“It’s allowing me to feel the ball with so much more confidence, so I’m going to continue doing that,” muses the Málaga native.
When he found himself in another Sudden Death against Fucsovics on Wednesday, the 23-year-old hoped what he had learned from a formative summer—plus the Open’s inimitable combination of quick courts and enthusiastic spectators—would redeem him beneath the floodlights illuminating Court 12.
“The energy here is always amazing,” he said—though when he made his major breakthrough at this event in 2020, no fans were on site due to COVID-19. “The people feel the matches a lot, and there’s always a lot of people from other countries coming to see players they support. I was playing next to [Daniel Elahi] Galan, and it was a crowd full of Colombians. I was thinking, ‘Wow, and he’s playing an American guy!’
“I felt this in Monte Carlo, as well, so they create a very similar atmosphere. I was feeling at home here.”
Foki would somewhat come to regret the specificity of his assessment when he got the Galan experience in person less than 48 hours later.
“It was all country of Colombia there,” he joked in press of the partisan scenario that played out on Court 17.
After splitting sets with the Colombian qualifier who began the week with a win over No. 4 seed Stefanos Tsitsipas, he avoided a significant stumble—both literally and figuratively—to ultimately survive the onslaught and reach his second US Open fourth round in three years.
“Physically I'm stronger. Mentally I'm stronger. Nothing to compare to like two years ago. Now I understand more the game. For me it's different how to recover after the match, how to start the match, how to manage the five sets. Then it's completely different.”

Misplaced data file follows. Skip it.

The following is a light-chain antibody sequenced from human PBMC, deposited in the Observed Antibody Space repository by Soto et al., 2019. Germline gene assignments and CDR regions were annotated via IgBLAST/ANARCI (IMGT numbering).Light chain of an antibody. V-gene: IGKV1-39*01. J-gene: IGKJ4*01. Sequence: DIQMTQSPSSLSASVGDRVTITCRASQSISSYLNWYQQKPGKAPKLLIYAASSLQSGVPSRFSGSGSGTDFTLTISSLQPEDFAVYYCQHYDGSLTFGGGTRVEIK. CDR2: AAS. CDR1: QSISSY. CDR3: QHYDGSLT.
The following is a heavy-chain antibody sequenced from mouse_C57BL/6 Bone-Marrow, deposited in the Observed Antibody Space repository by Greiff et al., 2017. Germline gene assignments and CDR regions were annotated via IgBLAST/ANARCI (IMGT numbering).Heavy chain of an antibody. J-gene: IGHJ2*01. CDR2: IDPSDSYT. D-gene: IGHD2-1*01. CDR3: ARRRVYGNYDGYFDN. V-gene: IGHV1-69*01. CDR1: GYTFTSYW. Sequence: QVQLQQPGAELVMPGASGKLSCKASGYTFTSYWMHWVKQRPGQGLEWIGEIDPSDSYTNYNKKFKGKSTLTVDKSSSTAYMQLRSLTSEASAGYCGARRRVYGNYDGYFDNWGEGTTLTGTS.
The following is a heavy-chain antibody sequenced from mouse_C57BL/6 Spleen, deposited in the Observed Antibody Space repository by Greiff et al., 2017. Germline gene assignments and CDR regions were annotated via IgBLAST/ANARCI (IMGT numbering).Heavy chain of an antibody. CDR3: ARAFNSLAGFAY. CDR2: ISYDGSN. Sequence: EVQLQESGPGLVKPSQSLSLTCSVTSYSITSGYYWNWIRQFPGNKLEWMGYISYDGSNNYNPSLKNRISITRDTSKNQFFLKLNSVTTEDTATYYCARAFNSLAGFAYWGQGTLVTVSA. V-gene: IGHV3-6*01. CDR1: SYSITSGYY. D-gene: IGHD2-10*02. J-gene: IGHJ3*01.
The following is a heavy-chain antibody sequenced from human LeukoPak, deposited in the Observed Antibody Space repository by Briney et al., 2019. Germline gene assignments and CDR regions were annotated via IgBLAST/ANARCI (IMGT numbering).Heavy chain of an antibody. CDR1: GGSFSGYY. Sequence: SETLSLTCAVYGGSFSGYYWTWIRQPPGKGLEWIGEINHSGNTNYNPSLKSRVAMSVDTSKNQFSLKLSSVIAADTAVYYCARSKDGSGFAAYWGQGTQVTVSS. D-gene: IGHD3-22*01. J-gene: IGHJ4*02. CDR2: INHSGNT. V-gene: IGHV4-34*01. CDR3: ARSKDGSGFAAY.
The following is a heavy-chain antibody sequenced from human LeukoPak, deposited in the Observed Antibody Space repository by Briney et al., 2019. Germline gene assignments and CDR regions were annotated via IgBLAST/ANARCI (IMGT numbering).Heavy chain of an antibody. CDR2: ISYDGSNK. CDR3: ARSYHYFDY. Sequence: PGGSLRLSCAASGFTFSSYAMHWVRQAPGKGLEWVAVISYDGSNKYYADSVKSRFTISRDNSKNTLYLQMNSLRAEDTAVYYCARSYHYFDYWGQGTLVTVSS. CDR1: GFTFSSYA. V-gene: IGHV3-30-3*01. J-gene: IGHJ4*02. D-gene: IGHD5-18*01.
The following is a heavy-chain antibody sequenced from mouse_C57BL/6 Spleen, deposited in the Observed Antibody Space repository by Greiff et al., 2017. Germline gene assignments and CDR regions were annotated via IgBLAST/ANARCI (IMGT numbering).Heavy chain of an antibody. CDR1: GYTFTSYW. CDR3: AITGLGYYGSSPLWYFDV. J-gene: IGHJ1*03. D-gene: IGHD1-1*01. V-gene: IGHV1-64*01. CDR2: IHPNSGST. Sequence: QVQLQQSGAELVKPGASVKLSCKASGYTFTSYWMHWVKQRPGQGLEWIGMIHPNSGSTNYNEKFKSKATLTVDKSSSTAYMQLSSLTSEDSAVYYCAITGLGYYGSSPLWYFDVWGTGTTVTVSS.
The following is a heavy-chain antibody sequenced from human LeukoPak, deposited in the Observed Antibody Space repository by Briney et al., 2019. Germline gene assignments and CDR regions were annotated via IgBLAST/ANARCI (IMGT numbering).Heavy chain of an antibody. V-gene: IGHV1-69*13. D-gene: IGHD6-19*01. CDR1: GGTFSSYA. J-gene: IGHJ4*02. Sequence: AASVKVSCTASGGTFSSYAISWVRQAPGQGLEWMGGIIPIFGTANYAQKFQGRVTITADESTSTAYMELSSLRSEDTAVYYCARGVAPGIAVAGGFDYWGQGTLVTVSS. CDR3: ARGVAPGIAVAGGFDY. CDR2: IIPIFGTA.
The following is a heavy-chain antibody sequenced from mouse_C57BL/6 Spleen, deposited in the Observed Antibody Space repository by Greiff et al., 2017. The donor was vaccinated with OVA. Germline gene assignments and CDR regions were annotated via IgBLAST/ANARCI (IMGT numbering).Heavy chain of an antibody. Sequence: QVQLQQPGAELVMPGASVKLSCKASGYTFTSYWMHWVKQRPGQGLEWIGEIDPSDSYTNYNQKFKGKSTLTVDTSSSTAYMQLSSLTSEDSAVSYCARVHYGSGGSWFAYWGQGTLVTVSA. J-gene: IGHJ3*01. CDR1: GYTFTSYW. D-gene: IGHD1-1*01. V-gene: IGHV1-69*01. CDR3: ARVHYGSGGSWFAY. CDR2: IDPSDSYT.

Some things haven’t changed, though. Foki is still a born entertainer, one deeply dedicated to the craft and willing to do almost anything on court to bring a crowd to its feet—even if it means taking a tumble or ten.
“Sometimes I do everything to win that point. I just don't think about it,” he says, later adding with a wry smile, “I know how to dive, you know.
“But I just enjoying the moments like this, no? If I have to dive, I have to stretch my legs, I don't care, because I know that physically I'm strong.”
Matteo Berrettini will look to test that strength and score his first win in their head-to-head, having lost their only previous encounter on clay last spring.
“We actually practiced once before the tournament started,” said the former Wimbledon finalist, who chalked up their loss to rust after incurring an abdominal tear earlier that year, “so I kind of like know a little bit expecting what he's going to do.”
That feels hard to believe given Foki’s all-court game, sheer unpredictability, and the unseeded animal-lover’s own bourgeoning conviction in his ability to replicate the Monte Carlo upset on Louis Armstrong Stadium.
“I'm with more confidence than the first day,” Foki said. “I'm playing better and, you know, for sure I will enjoy that match against Matteo, because I want it. I want to be there and fight.”
Should he reach his second Grand Slam quarterfinal on Sunday, Foki should expect even more love—and selfie requests—from a New York audience ready to adopt him as one of their own.